1. The practice in which an individual derives pleasure from surreptitiously observing people.
2. Derives from the French verb voir (to see); literal translation is “seer” but with perjorative connotations.
I have recently written about the need to see some more compelling business models within the emerging Health 2.0 space. My contention is that many of the current models are weak and/or not sustainable, and that collectively we could, should, and must do much better. The most common business models currently out there focus on the first part of the Health 2.0 Triple A – a variation on the “aggregator model” theme. Within the aggregator theme, there are three distinct categories:
- Prostitution. Aggregate a uniquely “experienced” group (physicians, patients with unique disease, etc) by paying them for their knowledge and expertise.
- Voyeurism. Once the group is aggregated, then allow “client” companies to access, monitor, and engage the community for a fee.
- Fetishes. Aggregate a set of curios for the aggregated group (ie, tools such as PHR’s, HRA’s, calculators, etc) and charge a subscription fee for the service (on a per member/per month basis).
I have written about the prostitution model previously. It is obviously a sarcastic label because acquiring specialized information that people find valuable and getting paid for its subsequent distribution (teaching, consulting, etc) is standard fare. However, in the context in which I have seen it to date within Health 2.0, I remain uncomfortable with it. As an example of this, see the recent add I received from Sermo:
Knowledge Prostitution enabled by Aggregated Voyeurism. Email received by Sermo on October 11, 2007
What am I supposed to do with this? On one hand this is really problematic for me because it feels like, “put a quarter in, and see what the doctor says.” On the other hand, I am a big believer in the physician as an advisor, a trusted source you can turn to and interact with, and that some of these interactions will be enabled by new technology such as email, instant messaging, etc. So if a patient wants to ask me about Atrial Fibrillation via email and pay me for it, is that really any different than a Novartis/Pfizer or some other company wanting to do the same?
I would have to conclude that this IS legit. Is it sustainable? Mmm, not so compelling. I believe physicians will fatigue of this as they really want to talk to other physicians; not the nagging medical student who is trying to look smart, act important, and butt into the conversation.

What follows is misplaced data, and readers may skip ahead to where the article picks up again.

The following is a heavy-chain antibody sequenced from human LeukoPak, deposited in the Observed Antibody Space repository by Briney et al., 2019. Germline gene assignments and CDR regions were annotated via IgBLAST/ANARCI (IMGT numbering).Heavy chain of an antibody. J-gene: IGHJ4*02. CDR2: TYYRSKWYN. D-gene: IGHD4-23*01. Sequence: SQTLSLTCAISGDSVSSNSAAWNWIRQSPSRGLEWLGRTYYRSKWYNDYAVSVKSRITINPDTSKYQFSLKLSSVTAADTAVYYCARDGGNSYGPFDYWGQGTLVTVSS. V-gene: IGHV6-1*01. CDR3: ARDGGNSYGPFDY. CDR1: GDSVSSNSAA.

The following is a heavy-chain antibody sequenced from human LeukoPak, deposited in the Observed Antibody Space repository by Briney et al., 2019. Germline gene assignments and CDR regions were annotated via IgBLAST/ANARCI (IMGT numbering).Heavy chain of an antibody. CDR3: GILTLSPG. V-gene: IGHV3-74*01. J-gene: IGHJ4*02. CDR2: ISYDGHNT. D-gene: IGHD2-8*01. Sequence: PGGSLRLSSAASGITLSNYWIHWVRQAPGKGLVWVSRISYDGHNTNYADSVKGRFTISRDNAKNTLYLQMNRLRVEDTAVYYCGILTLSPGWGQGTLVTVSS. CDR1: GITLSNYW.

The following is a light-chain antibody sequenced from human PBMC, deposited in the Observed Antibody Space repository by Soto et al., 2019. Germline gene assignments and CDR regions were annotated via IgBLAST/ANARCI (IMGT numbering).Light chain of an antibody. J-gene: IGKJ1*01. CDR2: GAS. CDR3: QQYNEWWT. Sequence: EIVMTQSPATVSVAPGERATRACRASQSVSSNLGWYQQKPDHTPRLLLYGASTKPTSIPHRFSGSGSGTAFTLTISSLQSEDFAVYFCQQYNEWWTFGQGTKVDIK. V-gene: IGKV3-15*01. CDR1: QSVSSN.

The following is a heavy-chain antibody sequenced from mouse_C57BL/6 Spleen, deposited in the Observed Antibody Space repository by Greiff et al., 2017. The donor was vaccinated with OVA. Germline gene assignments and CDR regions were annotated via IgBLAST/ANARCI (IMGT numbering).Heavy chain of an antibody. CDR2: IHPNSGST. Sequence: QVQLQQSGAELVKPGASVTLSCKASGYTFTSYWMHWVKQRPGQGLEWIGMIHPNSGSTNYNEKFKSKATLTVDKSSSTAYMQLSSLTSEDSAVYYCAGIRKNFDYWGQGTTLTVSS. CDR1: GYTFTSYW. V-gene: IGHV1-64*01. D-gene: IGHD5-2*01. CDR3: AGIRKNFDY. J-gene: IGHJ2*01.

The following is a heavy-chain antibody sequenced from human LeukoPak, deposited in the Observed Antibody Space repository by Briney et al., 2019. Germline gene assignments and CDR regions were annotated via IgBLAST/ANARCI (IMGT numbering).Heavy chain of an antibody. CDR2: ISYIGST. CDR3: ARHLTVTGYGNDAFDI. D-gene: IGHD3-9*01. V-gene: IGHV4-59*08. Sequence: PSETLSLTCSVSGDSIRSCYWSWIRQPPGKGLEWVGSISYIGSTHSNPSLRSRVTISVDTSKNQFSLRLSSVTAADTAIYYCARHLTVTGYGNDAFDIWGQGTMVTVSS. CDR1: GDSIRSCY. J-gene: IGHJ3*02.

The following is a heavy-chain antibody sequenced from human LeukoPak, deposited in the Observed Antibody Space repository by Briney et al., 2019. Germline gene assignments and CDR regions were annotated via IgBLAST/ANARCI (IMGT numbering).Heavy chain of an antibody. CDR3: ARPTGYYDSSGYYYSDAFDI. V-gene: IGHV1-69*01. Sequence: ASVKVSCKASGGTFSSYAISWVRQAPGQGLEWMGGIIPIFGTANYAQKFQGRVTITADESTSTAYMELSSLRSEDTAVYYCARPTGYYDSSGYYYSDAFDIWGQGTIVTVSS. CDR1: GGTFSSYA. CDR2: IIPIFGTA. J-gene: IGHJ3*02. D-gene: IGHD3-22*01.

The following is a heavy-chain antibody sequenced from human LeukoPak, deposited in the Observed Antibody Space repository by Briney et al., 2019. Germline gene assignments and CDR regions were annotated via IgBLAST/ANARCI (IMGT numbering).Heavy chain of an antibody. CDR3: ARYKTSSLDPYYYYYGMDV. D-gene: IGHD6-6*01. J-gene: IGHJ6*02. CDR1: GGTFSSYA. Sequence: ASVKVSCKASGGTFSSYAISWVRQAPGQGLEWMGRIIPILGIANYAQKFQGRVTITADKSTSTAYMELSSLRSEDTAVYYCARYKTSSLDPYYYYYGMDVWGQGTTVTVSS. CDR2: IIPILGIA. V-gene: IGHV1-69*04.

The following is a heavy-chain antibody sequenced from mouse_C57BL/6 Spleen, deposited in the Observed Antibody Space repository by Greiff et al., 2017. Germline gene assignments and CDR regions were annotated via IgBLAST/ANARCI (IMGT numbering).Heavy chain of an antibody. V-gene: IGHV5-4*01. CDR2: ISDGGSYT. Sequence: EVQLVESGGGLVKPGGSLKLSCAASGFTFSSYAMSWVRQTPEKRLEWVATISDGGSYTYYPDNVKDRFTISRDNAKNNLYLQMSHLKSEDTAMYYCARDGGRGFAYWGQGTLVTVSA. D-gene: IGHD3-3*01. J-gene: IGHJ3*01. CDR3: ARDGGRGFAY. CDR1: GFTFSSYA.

So lets look at voyeurism as a potential model. As everyone is familiar, the web has taken this concept to a WHOLE new level. In fact, many people have turned their bodies and their lives into businesses (go find your own links). Everything from Twitter to lifecasting has totally shifted the paradigm of personal space and privacy – which has led many to conclude that “Voyeurism Rules the Web”.
It might rule the web, but how is it as a business model? Turns out, it might not be that bad.
Judging by the interesting opportunities that now abound as a result of patron voyeurs who want to peer into the community, Sermo has at least gotten the market’s official 26M thumbs up. Do know how much money some of these companies have paid in the past to just get some minimalistic airtime with a few physicians. How about dropping off a relevant question or two to 15,000 physicians at once? Furthermore, when someone recently tried to crash the party and diss the host, the elitist community thus aggregated went aggro (an unusual, albeit very powerful, endorsement). Bottom line, Sermo aggregated physicians better, faster, and cheaper than anyone has ever done (with knowledge prostitution as one incentive to aggregate). Now, they will be privileged to reap the rewards of aggregating and monetizing all those influential initials (M.D.’s).
As demonstrated above, and as corroborated by a host of less savory evidence, I have to conclude that voyeurism is both a viable and sustainable business model.
So next time someone says – “Ha! Made you look” – don’t be surprised if they ask you how you want to pay for that.